From Wikipedia, the free encyclopedia
Jump to navigation Jump to search
CategorySulfate minerals
(repeating unit)
Strunz classification7.DD.30
Crystal systemMonoclinic
Crystal classPrismatic (2/m)
(same H-M symbol)
Space groupP21/c
Unit cella = 20.870, b = 6.135
c = 22.91 [Å], β = 102.73°
V = 2,861.23 Å3
Colorgreen, blueish green; green in transmitted light
Crystal habitprismatic, lamellar, platy pseudohexagonal crystals
TwinningOn {010}
Cleavageperfect (001) distinct (110) and (101)
Mohs scale hardness2.5
Lustervitreous, pearly
Streaklight green
Densitymeasured- 3.13 g/cm3 calculated- 3.084 g/cm3
Optical propertiesbiaxial negative
Refractive indexnα=1.585, nβ=1.649, nγ=1.660
2V angle42°
SolubilityInsoluble in water and concentrated H2SO4. Completely soluble in HNO3.

Devilline is a sulfate mineral with the chemical formula CaCu4(SO4)2(OH)6•3H2O. The name originates from the French chemist's name, Henri Etienne Sainte-Claire Deville (1818–1881).

Devilline crystallizes in the monoclinic system.[3] Crystallographically, it contains three vectors of unequal lengths and two pairs of vectors are perpendicular while the other pair makes an angle other than 90°. Devilline is prismatic and belongs to the crystal class 2/m. This mineral belongs to the space group P 21/c. Devilline is an anisotropic mineral, meaning that the mineral has different properties in different directions. Optically, this mineral is biaxial negative, meaning that it contains two optic axes. Devilline has a moderate mineral relief. Mineral relief refers to the way a mineral appears to stand out when viewed under polarized light and it is dependent on the mineral's index of refraction.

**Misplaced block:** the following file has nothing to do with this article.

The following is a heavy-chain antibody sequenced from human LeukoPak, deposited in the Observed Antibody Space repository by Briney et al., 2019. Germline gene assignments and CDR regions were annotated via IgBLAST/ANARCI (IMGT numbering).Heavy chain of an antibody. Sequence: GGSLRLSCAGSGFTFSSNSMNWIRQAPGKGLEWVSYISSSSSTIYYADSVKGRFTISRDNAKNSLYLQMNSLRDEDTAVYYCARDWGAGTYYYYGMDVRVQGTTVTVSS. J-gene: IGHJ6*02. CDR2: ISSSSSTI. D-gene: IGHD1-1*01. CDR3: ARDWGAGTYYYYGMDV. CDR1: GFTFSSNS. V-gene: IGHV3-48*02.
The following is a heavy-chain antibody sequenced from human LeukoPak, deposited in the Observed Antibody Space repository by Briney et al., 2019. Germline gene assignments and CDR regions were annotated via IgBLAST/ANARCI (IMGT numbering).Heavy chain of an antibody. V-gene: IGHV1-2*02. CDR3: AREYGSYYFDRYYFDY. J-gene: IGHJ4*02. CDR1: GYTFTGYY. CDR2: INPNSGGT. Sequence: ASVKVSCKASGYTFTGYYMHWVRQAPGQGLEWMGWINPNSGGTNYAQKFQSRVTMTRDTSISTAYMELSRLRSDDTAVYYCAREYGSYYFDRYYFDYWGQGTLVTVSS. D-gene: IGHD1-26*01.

Devilline is a rare and unusual secondary mineral found in the oxidized portions of copper sulfide ore deposits.[4] Because Devilline occurs in such oxidation zones, this mineral often is of post-mining origin. Devilline is found in mines all around the world.

Devilline group[edit]

Devilline group minerals are monoclinic sulfates.[5]

Mineral Chemical formulae Crystal system
Campigliaite Cu4Mn2+(SO4)2(OH)6·4H2O Monoclinic
Devilline CaCu4(SO4)2(OH)6·3H2O Monoclinic
Kobyashevite Cu5(SO4)2(OH)6·4H2O Triclinic
Ktenasite Zn(Cu,Zn)4(SO4)2(OH)6·6H2O Monoclinic
Lautenthalite PbCu4(SO4)2(OH)6·3H2O Monoclinic
Serpierite Ca(Cu,Zn)4(SO4)2(OH)6·3H2O Monoclinic


  1. ^
  2. ^
  3. ^ Back, M., and Mandrine, J. (2008) Fleischer's Glossary of Mineral Species 2008. 58 p. Mineralogical Record, Tuscan, Arizona
  4. ^
  5. ^ Back, Malcolm E. (2014). Fleischer’s Glossary of Mineral Species (11 ed.). Tucson AZ: Mineralogical Record Inc. p. 434.